Silicon Insider: Tech and Racial Progress in Africa

It was an event so horrific that it even shocked our veteran guide.

We were casting for tiger fish from a boat on a side channel of the Okavango River in the Delta near the Namibian border. The fish weren't biting so we let our attention wander to a group of about 20 baboons of all ages foraging on the far bank.

Suddenly, the calm was shattered by an explosion of violence among the monkeys.

Apparently, a rogue male baboon -- waiting to either challenge the dominant male baboon or perhaps to join the tribe with a mate of his own -- savagely attacked one of the females.

He knocked her to the ground, pounding her into the dust -- and in the process sent the infant she was carrying tumbling down the bank into some bushes.

It was this infant who was the real target of the attack. It tried to hide in the bushes, but the male, having overpowered the mother, now scrambled down the bank in hot pursuit.

In an instant the male was upon it. As not only we, but half of the baboon tribe, looked on in horror, it grabbed the baby with both hands and ate it alive.

As the blood spurted, the shrieks of both the dying baby and the helpless mother echoed over the water -- a sound never to be forgotten.

Then, in an instant, the male baboon was gone, the other males in hot pursuit, the baby's screams dying in the distance.

Charles Sebaga, our master guide, predicted that within a few hours the fight would be forgotten, the ruthless male would find his new place in the tribe, and the mother, now returning to estrous, would take on the cannibalizer of her baby as her new mate.

It an awful way, this little natural vignette was an allegory of Africa itself. At the time, I turned to my son, Tad, and said, "That, son, is why we invented civilization."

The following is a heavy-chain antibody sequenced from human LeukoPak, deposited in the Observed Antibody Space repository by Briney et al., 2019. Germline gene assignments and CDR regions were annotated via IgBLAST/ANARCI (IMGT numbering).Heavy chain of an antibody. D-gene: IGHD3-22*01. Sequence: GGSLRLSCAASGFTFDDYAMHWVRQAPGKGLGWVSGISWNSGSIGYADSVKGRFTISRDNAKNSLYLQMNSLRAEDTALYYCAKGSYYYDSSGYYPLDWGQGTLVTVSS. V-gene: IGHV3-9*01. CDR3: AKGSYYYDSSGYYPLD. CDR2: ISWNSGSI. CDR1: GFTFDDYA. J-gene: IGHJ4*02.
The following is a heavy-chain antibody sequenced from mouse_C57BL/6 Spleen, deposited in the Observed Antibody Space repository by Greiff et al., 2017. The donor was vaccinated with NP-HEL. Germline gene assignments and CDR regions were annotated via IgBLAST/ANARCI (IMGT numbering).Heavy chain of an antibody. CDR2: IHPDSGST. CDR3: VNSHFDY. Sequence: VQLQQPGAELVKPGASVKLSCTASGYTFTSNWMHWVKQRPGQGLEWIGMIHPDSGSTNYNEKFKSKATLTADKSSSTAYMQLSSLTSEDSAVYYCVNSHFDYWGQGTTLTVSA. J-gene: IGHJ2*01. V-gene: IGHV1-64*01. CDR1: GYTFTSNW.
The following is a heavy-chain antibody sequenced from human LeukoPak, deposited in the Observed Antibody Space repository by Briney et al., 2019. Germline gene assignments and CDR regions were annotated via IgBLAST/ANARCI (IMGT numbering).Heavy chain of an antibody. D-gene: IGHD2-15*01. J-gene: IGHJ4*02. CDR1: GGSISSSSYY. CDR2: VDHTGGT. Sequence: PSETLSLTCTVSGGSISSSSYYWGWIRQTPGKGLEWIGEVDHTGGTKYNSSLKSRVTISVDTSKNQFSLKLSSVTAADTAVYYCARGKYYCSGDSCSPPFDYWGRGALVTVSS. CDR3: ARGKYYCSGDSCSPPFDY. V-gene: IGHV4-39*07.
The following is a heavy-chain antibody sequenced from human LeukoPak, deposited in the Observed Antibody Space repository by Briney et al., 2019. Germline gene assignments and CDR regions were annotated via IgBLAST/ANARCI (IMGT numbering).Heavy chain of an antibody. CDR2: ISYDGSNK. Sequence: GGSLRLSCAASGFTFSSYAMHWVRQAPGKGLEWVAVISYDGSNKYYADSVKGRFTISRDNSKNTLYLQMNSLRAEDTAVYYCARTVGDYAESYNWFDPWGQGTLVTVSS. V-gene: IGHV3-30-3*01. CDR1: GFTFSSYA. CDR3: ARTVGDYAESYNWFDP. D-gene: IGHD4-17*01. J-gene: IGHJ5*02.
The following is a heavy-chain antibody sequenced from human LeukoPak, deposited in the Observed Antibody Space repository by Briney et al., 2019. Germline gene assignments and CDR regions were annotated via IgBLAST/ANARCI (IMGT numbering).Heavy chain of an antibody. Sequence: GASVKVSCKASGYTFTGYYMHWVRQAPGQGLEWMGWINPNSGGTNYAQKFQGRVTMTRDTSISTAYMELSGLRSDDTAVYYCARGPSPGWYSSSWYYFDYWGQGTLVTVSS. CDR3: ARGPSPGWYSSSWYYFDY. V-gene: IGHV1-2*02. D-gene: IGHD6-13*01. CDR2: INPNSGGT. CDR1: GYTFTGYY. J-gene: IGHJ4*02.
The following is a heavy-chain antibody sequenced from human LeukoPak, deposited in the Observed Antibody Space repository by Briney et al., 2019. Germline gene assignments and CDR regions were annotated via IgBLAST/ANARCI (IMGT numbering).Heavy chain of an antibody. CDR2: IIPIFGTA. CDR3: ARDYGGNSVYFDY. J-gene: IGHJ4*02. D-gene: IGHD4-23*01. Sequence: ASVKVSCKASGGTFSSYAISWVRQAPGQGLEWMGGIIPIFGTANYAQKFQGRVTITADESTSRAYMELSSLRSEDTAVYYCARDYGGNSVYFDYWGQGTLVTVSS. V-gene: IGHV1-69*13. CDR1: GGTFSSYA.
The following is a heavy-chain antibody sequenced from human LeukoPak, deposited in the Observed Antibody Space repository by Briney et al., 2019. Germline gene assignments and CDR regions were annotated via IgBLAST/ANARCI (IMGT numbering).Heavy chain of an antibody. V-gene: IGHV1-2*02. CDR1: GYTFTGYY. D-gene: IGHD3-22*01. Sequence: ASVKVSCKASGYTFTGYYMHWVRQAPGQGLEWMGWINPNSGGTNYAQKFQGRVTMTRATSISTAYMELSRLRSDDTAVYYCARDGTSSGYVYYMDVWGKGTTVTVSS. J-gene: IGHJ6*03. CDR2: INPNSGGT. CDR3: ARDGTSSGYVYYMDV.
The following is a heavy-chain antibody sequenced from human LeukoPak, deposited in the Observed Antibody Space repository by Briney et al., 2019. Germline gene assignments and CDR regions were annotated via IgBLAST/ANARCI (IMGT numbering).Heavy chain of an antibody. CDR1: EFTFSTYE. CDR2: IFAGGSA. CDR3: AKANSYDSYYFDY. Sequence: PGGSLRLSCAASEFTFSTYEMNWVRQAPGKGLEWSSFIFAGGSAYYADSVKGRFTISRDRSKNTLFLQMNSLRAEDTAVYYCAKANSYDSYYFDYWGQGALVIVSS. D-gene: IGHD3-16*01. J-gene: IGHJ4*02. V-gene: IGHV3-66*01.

The March to a Civilized Society

I was being facile. Too often here over the centuries, life has been treated as a zero-sum game, the spoils going to the most audacious and brutal. Some of the greatest cruelties have been perpetrated by some of the ostensibly most "civilized" partners.

It's easy to believe that the winner-takes-all rule of the jungle still governs Africa.

Certainly there is no shortage of tyrants. The "Big Man" is always willing to take over here.

The sequence has become wearily familiar: white colonial rule, independence, Marxism, coups, civil war, Beloved President for Life, blame the whites for current problems, land expropriation, economic disintegration.

Robert Mugabe in Zimbabwe is only the latest example -- enforcing absolute control now well into his 80s, destroying the economy of one of Southern Africa's most beautiful countries, creating a nation of starving paupers while he is feted by fellow despots around the world.

There are endless Mugabes throughout Africa -- and no shortage of unhappy poor people and teenagers with AK-47s in white Toyota trucks -- to support their rise to power.

It is so easy to give up hope for Africa. The problems seem so intractable. Yet, having been to Southern Africa three times now in the course of this decade, I find myself more optimistic than ever.

Prosperity, Technology Arrive

Much has changed here since my first visit in 2002.

For one thing, prosperity has come to the region, thanks in large part to high prices for minerals, oil and gems.

This in turn has led to building booms in places such as Windhoek and Lusaka, and in the copper cities of Northern Zambia.

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